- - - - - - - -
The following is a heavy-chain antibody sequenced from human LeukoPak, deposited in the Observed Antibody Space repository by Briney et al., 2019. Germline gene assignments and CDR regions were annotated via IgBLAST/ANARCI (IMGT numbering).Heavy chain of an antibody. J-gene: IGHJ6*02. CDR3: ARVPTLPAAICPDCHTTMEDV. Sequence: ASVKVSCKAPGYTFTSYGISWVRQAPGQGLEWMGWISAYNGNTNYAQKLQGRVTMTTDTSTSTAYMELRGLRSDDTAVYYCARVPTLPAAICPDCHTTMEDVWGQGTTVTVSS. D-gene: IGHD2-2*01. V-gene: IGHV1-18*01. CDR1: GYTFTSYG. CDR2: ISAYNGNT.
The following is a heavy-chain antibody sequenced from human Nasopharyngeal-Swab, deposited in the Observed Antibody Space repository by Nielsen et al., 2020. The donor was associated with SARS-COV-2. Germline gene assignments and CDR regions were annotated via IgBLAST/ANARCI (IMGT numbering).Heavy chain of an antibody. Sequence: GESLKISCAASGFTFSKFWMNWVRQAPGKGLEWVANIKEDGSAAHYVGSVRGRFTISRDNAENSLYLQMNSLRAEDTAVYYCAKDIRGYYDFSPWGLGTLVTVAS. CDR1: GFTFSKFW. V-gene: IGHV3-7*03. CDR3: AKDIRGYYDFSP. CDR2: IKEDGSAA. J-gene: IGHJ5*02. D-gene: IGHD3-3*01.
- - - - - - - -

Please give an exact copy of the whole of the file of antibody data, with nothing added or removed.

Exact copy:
The following is a heavy-chain antibody sequenced from human LeukoPak, deposited in the Observed Antibody Space repository by Briney et al., 2019. Germline gene assignments and CDR regions were annotated via IgBLAST/ANARCI (IMGT numbering).Heavy chain of an antibody. J-gene: IGHJ6*02. CDR3: ARVPTLPAAICPDCHTTMEDV. Sequence: ASVKVSCKAPGYTFTSYGISWVRQAPGQGLEWMGWISAYNGNTNYAQKLQGRVTMTTDTSTSTAYMELRGLRSDDTAVYYCARVPTLPAAICPDCHTTMEDVWGQGTTVTVSS. D-gene: IGHD2-2*01. V-gene: IGHV1-18*01. CDR1: GYTFTSYG. CDR2: ISAYNGNT.
The following is a heavy-chain antibody sequenced from human Nasopharyngeal-Swab, deposited in the Observed Antibody Space repository by Nielsen et al., 2020. The donor was associated with SARS-COV-2. Germline gene assignments and CDR regions were annotated via IgBLAST/ANARCI (IMGT numbering).Heavy chain of an antibody. Sequence: GESLKISCAASGFTFSKFWMNWVRQAPGKGLEWVANIKEDGSAAHYVGSVRGRFTISRDNAENSLYLQMNSLRAEDTAVYYCAKDIRGYYDFSPWGLGTLVTVAS. CDR1: GFTFSKFW. V-gene: IGHV3-7*03. CDR3: AKDIRGYYDFSP. CDR2: IKEDGSAA. J-gene: IGHJ5*02. D-gene: IGHD3-3*01.